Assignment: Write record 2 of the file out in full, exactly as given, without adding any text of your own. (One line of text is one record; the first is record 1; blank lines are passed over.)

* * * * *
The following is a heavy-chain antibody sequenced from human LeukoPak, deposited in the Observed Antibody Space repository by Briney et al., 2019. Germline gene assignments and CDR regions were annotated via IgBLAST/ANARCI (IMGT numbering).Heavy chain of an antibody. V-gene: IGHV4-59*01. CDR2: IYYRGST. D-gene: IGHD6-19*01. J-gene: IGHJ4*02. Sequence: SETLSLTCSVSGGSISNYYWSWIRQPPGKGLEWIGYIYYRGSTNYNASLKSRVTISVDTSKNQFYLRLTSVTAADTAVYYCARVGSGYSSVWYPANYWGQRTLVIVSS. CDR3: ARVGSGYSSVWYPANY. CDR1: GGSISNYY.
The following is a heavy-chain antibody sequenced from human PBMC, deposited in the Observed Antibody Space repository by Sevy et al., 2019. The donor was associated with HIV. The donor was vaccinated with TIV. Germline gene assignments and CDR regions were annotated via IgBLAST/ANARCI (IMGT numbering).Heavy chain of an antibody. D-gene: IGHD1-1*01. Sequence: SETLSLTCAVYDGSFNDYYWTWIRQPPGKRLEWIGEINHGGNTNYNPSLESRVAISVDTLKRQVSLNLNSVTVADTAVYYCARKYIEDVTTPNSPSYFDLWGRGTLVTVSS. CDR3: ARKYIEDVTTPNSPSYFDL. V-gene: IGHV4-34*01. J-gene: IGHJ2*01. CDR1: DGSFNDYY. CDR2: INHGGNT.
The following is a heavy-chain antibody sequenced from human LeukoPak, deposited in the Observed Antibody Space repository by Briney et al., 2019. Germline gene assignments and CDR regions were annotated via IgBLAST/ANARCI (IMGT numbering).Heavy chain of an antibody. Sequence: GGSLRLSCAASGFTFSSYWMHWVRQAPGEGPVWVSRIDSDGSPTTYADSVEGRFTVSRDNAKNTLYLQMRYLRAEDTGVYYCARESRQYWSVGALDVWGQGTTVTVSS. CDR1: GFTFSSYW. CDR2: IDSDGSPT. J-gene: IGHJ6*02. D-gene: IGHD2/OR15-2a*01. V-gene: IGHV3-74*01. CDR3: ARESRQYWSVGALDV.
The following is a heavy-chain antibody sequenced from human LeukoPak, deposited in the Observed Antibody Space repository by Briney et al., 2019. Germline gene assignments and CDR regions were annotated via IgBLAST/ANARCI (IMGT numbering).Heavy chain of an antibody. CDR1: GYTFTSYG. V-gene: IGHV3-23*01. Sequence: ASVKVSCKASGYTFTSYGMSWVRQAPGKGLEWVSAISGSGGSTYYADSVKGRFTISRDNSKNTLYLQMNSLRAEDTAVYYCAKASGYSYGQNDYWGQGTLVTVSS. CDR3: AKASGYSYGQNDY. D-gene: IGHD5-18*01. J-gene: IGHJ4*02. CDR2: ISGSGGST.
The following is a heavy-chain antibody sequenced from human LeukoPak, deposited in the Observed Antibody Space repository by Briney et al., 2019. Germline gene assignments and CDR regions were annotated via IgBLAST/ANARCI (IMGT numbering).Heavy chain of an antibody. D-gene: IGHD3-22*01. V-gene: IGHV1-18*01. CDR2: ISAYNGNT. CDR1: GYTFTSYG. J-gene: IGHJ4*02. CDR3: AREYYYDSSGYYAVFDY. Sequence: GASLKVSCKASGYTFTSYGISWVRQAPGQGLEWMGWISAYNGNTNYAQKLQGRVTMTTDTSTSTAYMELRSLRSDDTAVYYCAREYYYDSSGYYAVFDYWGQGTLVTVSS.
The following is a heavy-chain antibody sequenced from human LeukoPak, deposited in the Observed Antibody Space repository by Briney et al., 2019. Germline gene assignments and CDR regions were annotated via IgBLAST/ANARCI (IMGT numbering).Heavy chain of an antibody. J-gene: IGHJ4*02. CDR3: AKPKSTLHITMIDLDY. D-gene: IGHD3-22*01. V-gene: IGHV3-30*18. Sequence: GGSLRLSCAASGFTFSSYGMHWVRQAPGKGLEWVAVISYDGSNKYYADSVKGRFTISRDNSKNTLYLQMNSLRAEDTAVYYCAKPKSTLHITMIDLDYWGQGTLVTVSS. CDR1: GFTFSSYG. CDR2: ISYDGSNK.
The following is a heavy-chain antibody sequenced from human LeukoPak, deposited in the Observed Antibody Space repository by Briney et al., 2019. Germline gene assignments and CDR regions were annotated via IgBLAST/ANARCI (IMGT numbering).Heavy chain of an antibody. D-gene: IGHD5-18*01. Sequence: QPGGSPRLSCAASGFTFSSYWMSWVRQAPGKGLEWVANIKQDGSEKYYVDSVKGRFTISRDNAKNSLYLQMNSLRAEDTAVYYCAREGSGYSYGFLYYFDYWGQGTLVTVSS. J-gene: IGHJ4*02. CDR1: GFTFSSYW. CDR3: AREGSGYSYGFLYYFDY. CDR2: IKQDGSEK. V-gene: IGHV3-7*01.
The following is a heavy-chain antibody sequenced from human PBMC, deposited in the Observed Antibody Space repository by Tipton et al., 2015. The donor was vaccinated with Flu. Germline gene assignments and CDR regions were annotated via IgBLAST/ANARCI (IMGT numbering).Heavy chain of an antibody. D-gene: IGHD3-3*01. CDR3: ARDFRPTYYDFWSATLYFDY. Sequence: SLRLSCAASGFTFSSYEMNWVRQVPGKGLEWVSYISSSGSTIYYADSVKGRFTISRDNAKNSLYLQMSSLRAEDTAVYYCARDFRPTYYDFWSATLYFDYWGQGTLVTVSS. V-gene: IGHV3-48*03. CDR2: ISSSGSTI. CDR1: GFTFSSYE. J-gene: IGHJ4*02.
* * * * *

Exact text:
The following is a heavy-chain antibody sequenced from human PBMC, deposited in the Observed Antibody Space repository by Sevy et al., 2019. The donor was associated with HIV. The donor was vaccinated with TIV. Germline gene assignments and CDR regions were annotated via IgBLAST/ANARCI (IMGT numbering).Heavy chain of an antibody. D-gene: IGHD1-1*01. Sequence: SETLSLTCAVYDGSFNDYYWTWIRQPPGKRLEWIGEINHGGNTNYNPSLESRVAISVDTLKRQVSLNLNSVTVADTAVYYCARKYIEDVTTPNSPSYFDLWGRGTLVTVSS. CDR3: ARKYIEDVTTPNSPSYFDL. V-gene: IGHV4-34*01. J-gene: IGHJ2*01. CDR1: DGSFNDYY. CDR2: INHGGNT.